Burt Reynolds, whose charming smile entertained us through decad

Burt Reynolds, whose charming smile entertained us through decades, is dead at 82

ADVERTISEMENT
Bookmark and Share
As a leading man, Burt Reynolds' grin was iconic throughout his life. (Source: Michelle Eve Sandberg/Invision/AP) As a leading man, Burt Reynolds' grin was iconic throughout his life. (Source: Michelle Eve Sandberg/Invision/AP)

(RNN) – Burt Reynolds, the charismatic actor known for playing a charming rogue in “Smokey and the Bandit” and “The Cannonball Run” - then later in "Boogie Nights," has died at age 82. 

The actor died of cardiac arrest Thursday morning at Jupiter Medical Center in Florida, his manager told the Hollywood Reporter. The actor underwent heart surgery back in 2010.

Reynolds was one of the most popular male actors of the 1970s and 1980s. His charm and chiseled features – fronted by a sly and somewhat sinister grin – made him a sex symbol during his prime and a highly sought leading man in Hollywood.

He was in the middle of filming the movie "One Upon a Time in Hollywood" with Leonardo DiCaprio, Brad Pitt and Margot Robbie. Another movie, "Defining Moments," is slated to be released in December 2018. 

Critics rarely gave him credit for his roles, which changed later in life when he received an Oscar nomination for his role as pornography director in "Boogie Nights."

He got into acting after a promising football career at Florida State University was derailed by injuries. His scholarship to the Hyde Park Playhouse in New York provided Reynolds valuable mentorship and the platform for what was to become a successful film career.

The first major break for Reynolds came in TV. He was cast as "Quint Asper" in the popular "Gunsmoke" series as well as earlier roles in other shows, including "Alfred Hitchcock Presents" and "Perry Mason." He was a regular performer in several small-screen productions before a major splash in movies.

Reynolds in 1972 starred alongside Jon Voight, Ned Beatty and Ronny Cox in "Deliverance," a film about four Atlanta businessmen and buddies who took a canoe trip on a remote Georgia river that went terribly wrong. The movie made the song "Dueling Banjos" popular, it turned rural Southerners into a punchline and just as importantly, it made Reynolds a household name.

The critical and box office success of the movie combined with a near-nude centerfold shoot of Reynolds in "Cosmopolitan" magazine the same year cemented his status as a sex symbol.

Reynolds scored another major role as the lead in the "Smokey and the Bandit" series, which seemed to perfectly fit his image as a smooth and sharply sarcastic country boy with a disregard for authority. He tapped his athletic background to play star football player-turned-inmate Paul Crewe in "The Longest Yard." Reynolds also starred alongside singer and actress Dolly Parton in "The Best Little Whorehouse in Texas."

The financial success and cult following of his movies did not parlay into much when it came to critical accolades.

Reynolds did not earn a major award for his acting until he returned to TV, claiming an Emmy in 1991 and Golden Globe the following year for his role in "Evening Shade." Once again, Reynolds played a suave former football star.

He did not sustain the same type of star power as two decades earlier, but regular roles in major projects were not hard to come by. Reynolds proved he was still a relevant actor by earning an Academy Award nomination and Golden Globe win for Boogie Nights, a movie in which he played pornographic film producer Jack Horner.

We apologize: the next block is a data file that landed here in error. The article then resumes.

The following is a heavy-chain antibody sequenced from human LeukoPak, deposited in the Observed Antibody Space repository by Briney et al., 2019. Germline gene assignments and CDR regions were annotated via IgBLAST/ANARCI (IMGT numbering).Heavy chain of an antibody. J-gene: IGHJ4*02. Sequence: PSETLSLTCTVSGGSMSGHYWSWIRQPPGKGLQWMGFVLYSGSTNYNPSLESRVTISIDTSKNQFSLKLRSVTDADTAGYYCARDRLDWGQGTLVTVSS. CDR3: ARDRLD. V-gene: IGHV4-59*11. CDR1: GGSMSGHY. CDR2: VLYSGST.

His romps with several beautiful Hollywood women throughout his life only served to boost his amorous reputation. Reynolds was romantically linked with a string of women that, among others, included tennis star Chris Evert, "Smokey and the Bandit" co-star Sally Field, and singer and longtime partner Dinah Shore, who was 20 years older.

Reynolds is most famously linked with Loni Anderson, an actress and former pageant queen, to whom he was married from 1988 through 1993. The couple adopted a son, Quinton Anderson Reynolds. His previous marriage to actress and comedian Judy Carne ended in the mid-1960s after less than four years.

Financial ruin resulted from exorbitant spending and a costly divorce from Anderson, and Reynolds filed for Chapter 11 bankruptcy in 1996.

Early life and career

Burton Milo Reynolds Jr. was born in Michigan on Feb. 11, 1936. His father was in the military, and the family briefly lived in Michigan before settling in Florida when Reynolds was 10 years old. He was a star fullback at Palm Beach High School and had scholarship offers from several schools before settling on the in-state Seminoles.

College football commentator Lee Corso has been known to joke about the fact that he and Reynolds were roommates at Florida State.

The injury Reynolds suffered early in his college career forced him to think about other vocational options. He enrolled in an acting class, accepted immediate urging to try out for the lead role in a play and eventually won the Florida State Drama Award.

After traveling to Hyde Park, Reynolds hung around New York and worked odd jobs before spending some time acting in stage productions.

He was reportedly one of the actors who turned down the role of Han Solo in "Star Wars" before George Lucas offered the part to little-known Harrison Ford. He also turned down the role the ultimately went to Bruce Willis in "Die Hard."

Reynolds was awarded a star on the Hollywood Walk of Fame on March 15, 1978.

Copyright 2018 Raycom News Network. All rights reserved.

Powered by Frankly
All content © Copyright 2000 - 2018 Raycom Media. All Rights Reserved.
For more information on this site, please read our Privacy Policy, and Terms of Service, and Ad Choices.